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Friday's papers: Finland's quiet Ukraine aid, Sunday wages under fire and an African cat in Karelia

Helsingin Sanomat says military aid to Ukraine is a calculated risk.

A long-legged African wild cat has been spotted roaming the forests of North Karelia, Ilta-Sanomat reports. Image: Harald Lange / AOP
Yle News

This month Finland's Defence Ministry announced it was delivering its eighth arms package to Ukraine. Since Russia's invasion, Finland has sent monthly defence materiel deliveries to the country, but Finland has not since February disclosed the contents of these aid packages, according to Helsingin Sanomat.

The paper notes that keeping mum, while other countries boast about their aid, boils down to geopolitical considerations, which the Finnish leadership "won't forget for a minute."

HS notes that Finland is not yet a Nato member and can neither count on the alliance nor individual states to come to Finland's defence.

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Sunday wages

In its wish list for the next government, the Finnish Commerce Federation says it wants to see legislative changes enabling retail sector employers to make separate agreements regarding Sunday wages paid to employees. Sunday wages are double normal rates, in accordance with the Working Time Act.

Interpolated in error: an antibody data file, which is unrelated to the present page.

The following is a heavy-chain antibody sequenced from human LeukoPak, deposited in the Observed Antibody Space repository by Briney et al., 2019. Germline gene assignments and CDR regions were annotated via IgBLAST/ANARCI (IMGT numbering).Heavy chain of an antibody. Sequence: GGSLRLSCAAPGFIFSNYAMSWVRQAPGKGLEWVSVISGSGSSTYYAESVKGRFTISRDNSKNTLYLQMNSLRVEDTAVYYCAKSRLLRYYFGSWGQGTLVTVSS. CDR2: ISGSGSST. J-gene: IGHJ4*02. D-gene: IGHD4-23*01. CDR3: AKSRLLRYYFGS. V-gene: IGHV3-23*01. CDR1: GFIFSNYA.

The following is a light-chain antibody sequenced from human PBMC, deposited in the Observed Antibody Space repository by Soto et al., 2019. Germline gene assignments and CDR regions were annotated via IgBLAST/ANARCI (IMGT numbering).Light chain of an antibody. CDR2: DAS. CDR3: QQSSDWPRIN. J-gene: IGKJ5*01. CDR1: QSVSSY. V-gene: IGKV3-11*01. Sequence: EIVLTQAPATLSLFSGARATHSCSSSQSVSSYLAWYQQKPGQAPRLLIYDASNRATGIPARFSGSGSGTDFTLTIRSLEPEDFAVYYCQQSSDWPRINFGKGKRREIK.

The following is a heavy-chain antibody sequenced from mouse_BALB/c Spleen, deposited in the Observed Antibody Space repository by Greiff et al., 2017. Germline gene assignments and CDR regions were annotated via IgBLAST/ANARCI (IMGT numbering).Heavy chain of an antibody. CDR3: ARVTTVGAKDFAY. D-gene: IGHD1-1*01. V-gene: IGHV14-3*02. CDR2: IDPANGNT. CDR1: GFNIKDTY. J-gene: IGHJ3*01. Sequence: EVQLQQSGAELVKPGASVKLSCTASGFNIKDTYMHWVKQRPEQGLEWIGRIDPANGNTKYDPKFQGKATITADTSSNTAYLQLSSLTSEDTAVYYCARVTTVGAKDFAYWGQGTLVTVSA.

"We're not proposing removing Sunday bonuses, but this temporary change would enable local agreements for Sunday wages," Anna Lavikkala, the federation's labour market director,told Kauppalehti.

The federation notes that paying double salaries on Sundays is costly for service sector firms.

Full-time salaries in the sector averaged 2,424 euros per month last year, according to a member survey by Service Union United PAM.

An alien in North Karelia

Nature enthusiast Pasi Kinnunen's wildlife camera, set up south of Joensuu, usually captures rabbits and foxes, but it recently recorded the image of a spotted feline creature not native to North Karelia, Ilta-Sanomat reports.

Korkeasaari Zoo confirmed that the recording was of a serval cat, which is an African wildcat.

Kinnunen told IS that he suspected the animal was an escaped pet that had become feral.

"It may also have been released on purpose. At one time people were allowed to import them as pets," Kinnunen told the paper.

"It most likely won't survive the winter here. At the moment it still has mice and rabbits to hunt."

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